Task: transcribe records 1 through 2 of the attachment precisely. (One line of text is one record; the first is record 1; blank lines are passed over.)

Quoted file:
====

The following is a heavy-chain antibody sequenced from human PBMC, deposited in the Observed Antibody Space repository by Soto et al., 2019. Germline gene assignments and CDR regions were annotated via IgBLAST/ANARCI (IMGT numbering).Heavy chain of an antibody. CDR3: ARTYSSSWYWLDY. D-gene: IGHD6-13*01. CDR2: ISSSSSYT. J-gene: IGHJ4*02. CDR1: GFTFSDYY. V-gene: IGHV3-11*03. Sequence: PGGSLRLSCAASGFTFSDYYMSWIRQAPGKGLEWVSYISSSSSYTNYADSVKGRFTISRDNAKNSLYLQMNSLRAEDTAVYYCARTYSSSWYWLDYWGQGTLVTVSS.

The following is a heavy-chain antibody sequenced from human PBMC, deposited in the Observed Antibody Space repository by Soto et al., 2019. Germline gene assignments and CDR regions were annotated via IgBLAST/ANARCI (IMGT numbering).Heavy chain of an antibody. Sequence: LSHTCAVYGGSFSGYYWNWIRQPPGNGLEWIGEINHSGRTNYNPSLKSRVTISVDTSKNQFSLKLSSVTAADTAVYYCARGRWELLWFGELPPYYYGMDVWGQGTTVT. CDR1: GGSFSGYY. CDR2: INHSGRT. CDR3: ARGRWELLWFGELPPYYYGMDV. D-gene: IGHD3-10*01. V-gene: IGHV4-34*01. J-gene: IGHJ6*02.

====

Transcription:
The following is a heavy-chain antibody sequenced from human PBMC, deposited in the Observed Antibody Space repository by Soto et al., 2019. Germline gene assignments and CDR regions were annotated via IgBLAST/ANARCI (IMGT numbering).Heavy chain of an antibody. CDR3: ARTYSSSWYWLDY. D-gene: IGHD6-13*01. CDR2: ISSSSSYT. J-gene: IGHJ4*02. CDR1: GFTFSDYY. V-gene: IGHV3-11*03. Sequence: PGGSLRLSCAASGFTFSDYYMSWIRQAPGKGLEWVSYISSSSSYTNYADSVKGRFTISRDNAKNSLYLQMNSLRAEDTAVYYCARTYSSSWYWLDYWGQGTLVTVSS.

The following is a heavy-chain antibody sequenced from human PBMC, deposited in the Observed Antibody Space repository by Soto et al., 2019. Germline gene assignments and CDR regions were annotated via IgBLAST/ANARCI (IMGT numbering).Heavy chain of an antibody. Sequence: LSHTCAVYGGSFSGYYWNWIRQPPGNGLEWIGEINHSGRTNYNPSLKSRVTISVDTSKNQFSLKLSSVTAADTAVYYCARGRWELLWFGELPPYYYGMDVWGQGTTVT. CDR1: GGSFSGYY. CDR2: INHSGRT. CDR3: ARGRWELLWFGELPPYYYGMDV. D-gene: IGHD3-10*01. V-gene: IGHV4-34*01. J-gene: IGHJ6*02.